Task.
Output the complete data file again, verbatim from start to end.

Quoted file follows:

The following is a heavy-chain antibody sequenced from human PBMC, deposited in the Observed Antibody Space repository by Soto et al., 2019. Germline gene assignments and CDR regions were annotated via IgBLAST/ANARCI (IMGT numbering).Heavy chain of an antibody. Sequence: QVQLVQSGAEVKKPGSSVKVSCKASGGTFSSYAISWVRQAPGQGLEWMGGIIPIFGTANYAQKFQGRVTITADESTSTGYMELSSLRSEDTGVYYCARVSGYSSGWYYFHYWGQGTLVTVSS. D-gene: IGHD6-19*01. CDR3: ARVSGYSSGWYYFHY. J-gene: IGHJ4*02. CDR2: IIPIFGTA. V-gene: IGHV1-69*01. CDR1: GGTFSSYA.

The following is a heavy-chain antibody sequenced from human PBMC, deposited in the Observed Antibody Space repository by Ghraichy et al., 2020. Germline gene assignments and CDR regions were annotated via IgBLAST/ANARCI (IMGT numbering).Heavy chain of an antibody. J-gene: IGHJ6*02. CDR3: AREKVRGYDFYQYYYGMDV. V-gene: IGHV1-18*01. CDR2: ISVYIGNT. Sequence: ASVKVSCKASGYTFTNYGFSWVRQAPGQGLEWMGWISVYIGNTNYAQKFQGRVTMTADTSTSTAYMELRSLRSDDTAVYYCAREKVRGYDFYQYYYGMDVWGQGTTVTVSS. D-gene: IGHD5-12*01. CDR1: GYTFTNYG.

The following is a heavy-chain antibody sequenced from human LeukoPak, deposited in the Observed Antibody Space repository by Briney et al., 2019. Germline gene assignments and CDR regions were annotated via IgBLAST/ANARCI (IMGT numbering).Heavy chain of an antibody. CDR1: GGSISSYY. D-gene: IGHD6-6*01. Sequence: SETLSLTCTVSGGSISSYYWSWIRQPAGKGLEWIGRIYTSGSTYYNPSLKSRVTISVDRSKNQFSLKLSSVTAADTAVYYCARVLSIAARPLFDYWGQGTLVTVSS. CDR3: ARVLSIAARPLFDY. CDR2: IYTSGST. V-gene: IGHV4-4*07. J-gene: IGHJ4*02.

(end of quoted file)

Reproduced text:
The following is a heavy-chain antibody sequenced from human PBMC, deposited in the Observed Antibody Space repository by Soto et al., 2019. Germline gene assignments and CDR regions were annotated via IgBLAST/ANARCI (IMGT numbering).Heavy chain of an antibody. Sequence: QVQLVQSGAEVKKPGSSVKVSCKASGGTFSSYAISWVRQAPGQGLEWMGGIIPIFGTANYAQKFQGRVTITADESTSTGYMELSSLRSEDTGVYYCARVSGYSSGWYYFHYWGQGTLVTVSS. D-gene: IGHD6-19*01. CDR3: ARVSGYSSGWYYFHY. J-gene: IGHJ4*02. CDR2: IIPIFGTA. V-gene: IGHV1-69*01. CDR1: GGTFSSYA.

The following is a heavy-chain antibody sequenced from human PBMC, deposited in the Observed Antibody Space repository by Ghraichy et al., 2020. Germline gene assignments and CDR regions were annotated via IgBLAST/ANARCI (IMGT numbering).Heavy chain of an antibody. J-gene: IGHJ6*02. CDR3: AREKVRGYDFYQYYYGMDV. V-gene: IGHV1-18*01. CDR2: ISVYIGNT. Sequence: ASVKVSCKASGYTFTNYGFSWVRQAPGQGLEWMGWISVYIGNTNYAQKFQGRVTMTADTSTSTAYMELRSLRSDDTAVYYCAREKVRGYDFYQYYYGMDVWGQGTTVTVSS. D-gene: IGHD5-12*01. CDR1: GYTFTNYG.

The following is a heavy-chain antibody sequenced from human LeukoPak, deposited in the Observed Antibody Space repository by Briney et al., 2019. Germline gene assignments and CDR regions were annotated via IgBLAST/ANARCI (IMGT numbering).Heavy chain of an antibody. CDR1: GGSISSYY. D-gene: IGHD6-6*01. Sequence: SETLSLTCTVSGGSISSYYWSWIRQPAGKGLEWIGRIYTSGSTYYNPSLKSRVTISVDRSKNQFSLKLSSVTAADTAVYYCARVLSIAARPLFDYWGQGTLVTVSS. CDR3: ARVLSIAARPLFDY. CDR2: IYTSGST. V-gene: IGHV4-4*07. J-gene: IGHJ4*02.